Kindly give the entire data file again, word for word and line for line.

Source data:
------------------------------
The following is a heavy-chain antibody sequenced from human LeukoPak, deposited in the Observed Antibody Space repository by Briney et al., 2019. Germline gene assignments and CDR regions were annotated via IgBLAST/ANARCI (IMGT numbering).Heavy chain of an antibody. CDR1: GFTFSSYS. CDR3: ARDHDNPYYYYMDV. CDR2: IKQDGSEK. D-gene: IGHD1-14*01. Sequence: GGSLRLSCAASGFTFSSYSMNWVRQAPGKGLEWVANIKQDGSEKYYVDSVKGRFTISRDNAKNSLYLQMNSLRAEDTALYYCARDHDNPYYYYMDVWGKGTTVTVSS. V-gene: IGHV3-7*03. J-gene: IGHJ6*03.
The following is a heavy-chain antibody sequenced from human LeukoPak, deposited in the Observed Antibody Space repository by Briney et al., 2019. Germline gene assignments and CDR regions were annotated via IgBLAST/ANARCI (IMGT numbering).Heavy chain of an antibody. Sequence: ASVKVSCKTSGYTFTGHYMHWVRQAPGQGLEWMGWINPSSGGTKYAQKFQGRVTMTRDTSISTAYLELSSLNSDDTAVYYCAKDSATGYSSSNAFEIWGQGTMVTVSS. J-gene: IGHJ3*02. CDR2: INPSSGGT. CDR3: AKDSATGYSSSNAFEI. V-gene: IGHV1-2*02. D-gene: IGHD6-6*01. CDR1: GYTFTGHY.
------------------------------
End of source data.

The following is a heavy-chain antibody sequenced from human LeukoPak, deposited in the Observed Antibody Space repository by Briney et al., 2019. Germline gene assignments and CDR regions were annotated via IgBLAST/ANARCI (IMGT numbering).Heavy chain of an antibody. CDR1: GFTFSSYS. CDR3: ARDHDNPYYYYMDV. CDR2: IKQDGSEK. D-gene: IGHD1-14*01. Sequence: GGSLRLSCAASGFTFSSYSMNWVRQAPGKGLEWVANIKQDGSEKYYVDSVKGRFTISRDNAKNSLYLQMNSLRAEDTALYYCARDHDNPYYYYMDVWGKGTTVTVSS. V-gene: IGHV3-7*03. J-gene: IGHJ6*03.
The following is a heavy-chain antibody sequenced from human LeukoPak, deposited in the Observed Antibody Space repository by Briney et al., 2019. Germline gene assignments and CDR regions were annotated via IgBLAST/ANARCI (IMGT numbering).Heavy chain of an antibody. Sequence: ASVKVSCKTSGYTFTGHYMHWVRQAPGQGLEWMGWINPSSGGTKYAQKFQGRVTMTRDTSISTAYLELSSLNSDDTAVYYCAKDSATGYSSSNAFEIWGQGTMVTVSS. J-gene: IGHJ3*02. CDR2: INPSSGGT. CDR3: AKDSATGYSSSNAFEI. V-gene: IGHV1-2*02. D-gene: IGHD6-6*01. CDR1: GYTFTGHY.